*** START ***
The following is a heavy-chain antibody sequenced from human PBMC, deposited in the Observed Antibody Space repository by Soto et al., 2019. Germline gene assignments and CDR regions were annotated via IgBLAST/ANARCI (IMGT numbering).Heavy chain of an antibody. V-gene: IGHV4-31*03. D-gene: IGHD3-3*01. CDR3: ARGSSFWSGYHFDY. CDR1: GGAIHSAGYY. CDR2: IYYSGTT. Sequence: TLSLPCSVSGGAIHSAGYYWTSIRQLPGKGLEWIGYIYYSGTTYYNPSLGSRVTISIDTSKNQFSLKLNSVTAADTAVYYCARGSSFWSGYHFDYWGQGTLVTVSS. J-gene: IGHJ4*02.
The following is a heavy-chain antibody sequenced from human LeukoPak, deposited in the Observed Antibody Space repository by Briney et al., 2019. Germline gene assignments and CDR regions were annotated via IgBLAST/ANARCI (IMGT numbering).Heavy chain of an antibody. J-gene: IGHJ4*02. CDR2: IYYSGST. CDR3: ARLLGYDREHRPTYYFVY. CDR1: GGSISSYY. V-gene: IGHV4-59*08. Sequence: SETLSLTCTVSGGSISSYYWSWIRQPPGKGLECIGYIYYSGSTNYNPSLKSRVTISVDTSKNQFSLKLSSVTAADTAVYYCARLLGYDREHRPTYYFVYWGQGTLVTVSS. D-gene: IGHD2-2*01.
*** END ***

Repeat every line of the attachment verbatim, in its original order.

The following is a heavy-chain antibody sequenced from human PBMC, deposited in the Observed Antibody Space repository by Soto et al., 2019. Germline gene assignments and CDR regions were annotated via IgBLAST/ANARCI (IMGT numbering).Heavy chain of an antibody. V-gene: IGHV4-31*03. D-gene: IGHD3-3*01. CDR3: ARGSSFWSGYHFDY. CDR1: GGAIHSAGYY. CDR2: IYYSGTT. Sequence: TLSLPCSVSGGAIHSAGYYWTSIRQLPGKGLEWIGYIYYSGTTYYNPSLGSRVTISIDTSKNQFSLKLNSVTAADTAVYYCARGSSFWSGYHFDYWGQGTLVTVSS. J-gene: IGHJ4*02.
The following is a heavy-chain antibody sequenced from human LeukoPak, deposited in the Observed Antibody Space repository by Briney et al., 2019. Germline gene assignments and CDR regions were annotated via IgBLAST/ANARCI (IMGT numbering).Heavy chain of an antibody. J-gene: IGHJ4*02. CDR2: IYYSGST. CDR3: ARLLGYDREHRPTYYFVY. CDR1: GGSISSYY. V-gene: IGHV4-59*08. Sequence: SETLSLTCTVSGGSISSYYWSWIRQPPGKGLECIGYIYYSGSTNYNPSLKSRVTISVDTSKNQFSLKLSSVTAADTAVYYCARLLGYDREHRPTYYFVYWGQGTLVTVSS. D-gene: IGHD2-2*01.